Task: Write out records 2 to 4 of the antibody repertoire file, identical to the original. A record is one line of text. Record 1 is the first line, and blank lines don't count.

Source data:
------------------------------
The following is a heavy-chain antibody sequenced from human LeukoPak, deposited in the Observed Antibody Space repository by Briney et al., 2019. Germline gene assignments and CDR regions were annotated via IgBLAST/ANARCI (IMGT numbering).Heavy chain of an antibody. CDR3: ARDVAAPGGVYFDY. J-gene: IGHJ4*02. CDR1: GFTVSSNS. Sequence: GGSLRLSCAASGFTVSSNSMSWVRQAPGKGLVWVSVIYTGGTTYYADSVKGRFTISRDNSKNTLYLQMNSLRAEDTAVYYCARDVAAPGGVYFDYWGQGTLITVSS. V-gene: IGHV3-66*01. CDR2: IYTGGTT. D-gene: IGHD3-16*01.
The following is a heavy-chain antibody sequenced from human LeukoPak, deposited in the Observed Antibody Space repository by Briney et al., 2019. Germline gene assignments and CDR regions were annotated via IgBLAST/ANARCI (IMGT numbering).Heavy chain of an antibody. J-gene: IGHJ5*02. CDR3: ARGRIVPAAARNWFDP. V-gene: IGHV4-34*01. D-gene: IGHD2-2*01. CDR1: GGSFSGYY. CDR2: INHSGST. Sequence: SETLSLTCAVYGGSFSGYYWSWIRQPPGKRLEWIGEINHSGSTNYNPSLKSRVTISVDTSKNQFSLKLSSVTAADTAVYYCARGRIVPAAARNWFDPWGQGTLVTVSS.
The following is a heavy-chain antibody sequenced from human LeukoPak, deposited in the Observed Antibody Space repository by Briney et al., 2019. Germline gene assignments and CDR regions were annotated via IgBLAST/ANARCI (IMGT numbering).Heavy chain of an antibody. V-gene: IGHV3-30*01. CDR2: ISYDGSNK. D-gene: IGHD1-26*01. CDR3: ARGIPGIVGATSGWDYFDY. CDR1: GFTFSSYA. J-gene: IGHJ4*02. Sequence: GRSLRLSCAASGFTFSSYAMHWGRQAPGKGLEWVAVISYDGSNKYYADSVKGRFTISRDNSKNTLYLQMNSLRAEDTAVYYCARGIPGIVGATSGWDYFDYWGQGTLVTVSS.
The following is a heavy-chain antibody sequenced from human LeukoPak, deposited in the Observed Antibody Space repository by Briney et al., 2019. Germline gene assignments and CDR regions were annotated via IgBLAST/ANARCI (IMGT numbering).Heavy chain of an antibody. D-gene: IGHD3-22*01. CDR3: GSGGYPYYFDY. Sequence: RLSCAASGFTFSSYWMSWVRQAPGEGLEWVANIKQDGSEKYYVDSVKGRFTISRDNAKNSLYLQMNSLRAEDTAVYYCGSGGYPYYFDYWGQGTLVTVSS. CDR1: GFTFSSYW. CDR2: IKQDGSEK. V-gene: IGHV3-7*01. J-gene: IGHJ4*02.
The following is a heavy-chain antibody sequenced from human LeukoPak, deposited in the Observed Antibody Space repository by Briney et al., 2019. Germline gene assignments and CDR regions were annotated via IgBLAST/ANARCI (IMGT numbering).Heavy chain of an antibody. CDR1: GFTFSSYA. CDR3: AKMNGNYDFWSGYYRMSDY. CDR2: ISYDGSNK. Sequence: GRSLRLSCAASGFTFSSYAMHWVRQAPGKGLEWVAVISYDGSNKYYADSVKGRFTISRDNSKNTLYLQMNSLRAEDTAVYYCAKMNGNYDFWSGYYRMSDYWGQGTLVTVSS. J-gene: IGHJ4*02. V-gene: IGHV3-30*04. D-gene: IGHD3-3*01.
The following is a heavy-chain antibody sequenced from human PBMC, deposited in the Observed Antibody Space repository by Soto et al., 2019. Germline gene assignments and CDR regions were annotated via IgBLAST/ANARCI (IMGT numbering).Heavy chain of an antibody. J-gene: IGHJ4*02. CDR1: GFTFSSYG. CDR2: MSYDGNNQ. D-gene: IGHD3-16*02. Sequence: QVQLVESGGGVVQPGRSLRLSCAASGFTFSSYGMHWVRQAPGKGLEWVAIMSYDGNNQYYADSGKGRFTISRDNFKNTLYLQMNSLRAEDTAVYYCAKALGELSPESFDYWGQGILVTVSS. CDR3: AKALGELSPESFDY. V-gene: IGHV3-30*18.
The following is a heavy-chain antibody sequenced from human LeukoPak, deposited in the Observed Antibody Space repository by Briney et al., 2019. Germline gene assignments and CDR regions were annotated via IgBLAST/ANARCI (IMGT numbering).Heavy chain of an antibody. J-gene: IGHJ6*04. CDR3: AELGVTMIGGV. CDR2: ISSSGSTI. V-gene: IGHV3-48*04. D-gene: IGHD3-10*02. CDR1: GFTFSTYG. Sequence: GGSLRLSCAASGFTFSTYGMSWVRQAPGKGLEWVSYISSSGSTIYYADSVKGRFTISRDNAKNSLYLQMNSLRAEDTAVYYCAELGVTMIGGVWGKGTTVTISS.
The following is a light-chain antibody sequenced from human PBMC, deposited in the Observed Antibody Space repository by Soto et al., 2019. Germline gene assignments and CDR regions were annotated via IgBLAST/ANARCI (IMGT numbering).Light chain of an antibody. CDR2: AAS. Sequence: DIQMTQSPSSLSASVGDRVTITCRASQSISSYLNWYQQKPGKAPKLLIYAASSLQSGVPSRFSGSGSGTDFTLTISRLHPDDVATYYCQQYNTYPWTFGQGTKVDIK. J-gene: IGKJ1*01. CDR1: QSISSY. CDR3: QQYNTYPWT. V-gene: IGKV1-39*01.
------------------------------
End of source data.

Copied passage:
The following is a heavy-chain antibody sequenced from human LeukoPak, deposited in the Observed Antibody Space repository by Briney et al., 2019. Germline gene assignments and CDR regions were annotated via IgBLAST/ANARCI (IMGT numbering).Heavy chain of an antibody. J-gene: IGHJ5*02. CDR3: ARGRIVPAAARNWFDP. V-gene: IGHV4-34*01. D-gene: IGHD2-2*01. CDR1: GGSFSGYY. CDR2: INHSGST. Sequence: SETLSLTCAVYGGSFSGYYWSWIRQPPGKRLEWIGEINHSGSTNYNPSLKSRVTISVDTSKNQFSLKLSSVTAADTAVYYCARGRIVPAAARNWFDPWGQGTLVTVSS.
The following is a heavy-chain antibody sequenced from human LeukoPak, deposited in the Observed Antibody Space repository by Briney et al., 2019. Germline gene assignments and CDR regions were annotated via IgBLAST/ANARCI (IMGT numbering).Heavy chain of an antibody. V-gene: IGHV3-30*01. CDR2: ISYDGSNK. D-gene: IGHD1-26*01. CDR3: ARGIPGIVGATSGWDYFDY. CDR1: GFTFSSYA. J-gene: IGHJ4*02. Sequence: GRSLRLSCAASGFTFSSYAMHWGRQAPGKGLEWVAVISYDGSNKYYADSVKGRFTISRDNSKNTLYLQMNSLRAEDTAVYYCARGIPGIVGATSGWDYFDYWGQGTLVTVSS.
The following is a heavy-chain antibody sequenced from human LeukoPak, deposited in the Observed Antibody Space repository by Briney et al., 2019. Germline gene assignments and CDR regions were annotated via IgBLAST/ANARCI (IMGT numbering).Heavy chain of an antibody. D-gene: IGHD3-22*01. CDR3: GSGGYPYYFDY. Sequence: RLSCAASGFTFSSYWMSWVRQAPGEGLEWVANIKQDGSEKYYVDSVKGRFTISRDNAKNSLYLQMNSLRAEDTAVYYCGSGGYPYYFDYWGQGTLVTVSS. CDR1: GFTFSSYW. CDR2: IKQDGSEK. V-gene: IGHV3-7*01. J-gene: IGHJ4*02.